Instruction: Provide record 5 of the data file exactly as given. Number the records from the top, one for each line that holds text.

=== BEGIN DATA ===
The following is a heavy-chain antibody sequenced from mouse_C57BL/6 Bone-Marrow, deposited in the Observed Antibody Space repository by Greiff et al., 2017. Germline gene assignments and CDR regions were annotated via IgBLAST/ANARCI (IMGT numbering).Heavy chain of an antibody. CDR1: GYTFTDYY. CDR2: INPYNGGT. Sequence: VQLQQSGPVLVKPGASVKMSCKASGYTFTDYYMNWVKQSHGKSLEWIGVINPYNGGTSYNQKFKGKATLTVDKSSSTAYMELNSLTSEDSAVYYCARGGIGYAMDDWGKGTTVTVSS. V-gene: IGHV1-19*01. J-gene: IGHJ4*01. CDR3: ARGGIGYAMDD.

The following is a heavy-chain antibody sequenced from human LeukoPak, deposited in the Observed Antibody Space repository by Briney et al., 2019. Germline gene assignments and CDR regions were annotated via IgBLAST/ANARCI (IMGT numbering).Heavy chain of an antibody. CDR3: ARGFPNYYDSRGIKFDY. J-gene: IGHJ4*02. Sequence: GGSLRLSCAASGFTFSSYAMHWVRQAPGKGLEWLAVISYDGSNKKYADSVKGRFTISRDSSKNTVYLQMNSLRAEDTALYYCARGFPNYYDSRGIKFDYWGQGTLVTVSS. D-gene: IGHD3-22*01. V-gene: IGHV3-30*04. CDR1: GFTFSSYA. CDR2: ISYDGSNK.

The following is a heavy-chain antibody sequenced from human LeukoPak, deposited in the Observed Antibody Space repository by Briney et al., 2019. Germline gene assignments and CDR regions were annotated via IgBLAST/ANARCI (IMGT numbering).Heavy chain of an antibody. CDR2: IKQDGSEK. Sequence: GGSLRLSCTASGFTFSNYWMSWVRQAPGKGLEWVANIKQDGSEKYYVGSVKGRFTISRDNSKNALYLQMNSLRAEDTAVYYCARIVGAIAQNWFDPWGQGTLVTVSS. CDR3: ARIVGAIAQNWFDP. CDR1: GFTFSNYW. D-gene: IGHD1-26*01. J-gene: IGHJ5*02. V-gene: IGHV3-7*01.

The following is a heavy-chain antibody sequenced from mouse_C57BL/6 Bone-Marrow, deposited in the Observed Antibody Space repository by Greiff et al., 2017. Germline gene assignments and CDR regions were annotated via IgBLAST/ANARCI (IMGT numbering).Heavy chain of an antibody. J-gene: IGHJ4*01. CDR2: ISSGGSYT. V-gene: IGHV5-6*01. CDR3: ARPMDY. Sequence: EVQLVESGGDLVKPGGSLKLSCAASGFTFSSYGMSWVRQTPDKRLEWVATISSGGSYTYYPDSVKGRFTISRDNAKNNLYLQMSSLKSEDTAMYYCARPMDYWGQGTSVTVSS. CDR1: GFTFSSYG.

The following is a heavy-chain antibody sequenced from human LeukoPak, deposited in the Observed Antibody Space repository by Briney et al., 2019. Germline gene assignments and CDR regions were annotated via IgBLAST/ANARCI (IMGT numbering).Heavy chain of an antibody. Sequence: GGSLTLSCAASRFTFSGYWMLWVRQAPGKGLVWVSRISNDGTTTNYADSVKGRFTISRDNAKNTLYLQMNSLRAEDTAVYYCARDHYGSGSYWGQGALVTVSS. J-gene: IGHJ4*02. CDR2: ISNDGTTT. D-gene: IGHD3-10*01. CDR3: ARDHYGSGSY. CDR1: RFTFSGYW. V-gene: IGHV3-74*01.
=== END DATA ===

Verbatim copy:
The following is a heavy-chain antibody sequenced from human LeukoPak, deposited in the Observed Antibody Space repository by Briney et al., 2019. Germline gene assignments and CDR regions were annotated via IgBLAST/ANARCI (IMGT numbering).Heavy chain of an antibody. Sequence: GGSLTLSCAASRFTFSGYWMLWVRQAPGKGLVWVSRISNDGTTTNYADSVKGRFTISRDNAKNTLYLQMNSLRAEDTAVYYCARDHYGSGSYWGQGALVTVSS. J-gene: IGHJ4*02. CDR2: ISNDGTTT. D-gene: IGHD3-10*01. CDR3: ARDHYGSGSY. CDR1: RFTFSGYW. V-gene: IGHV3-74*01.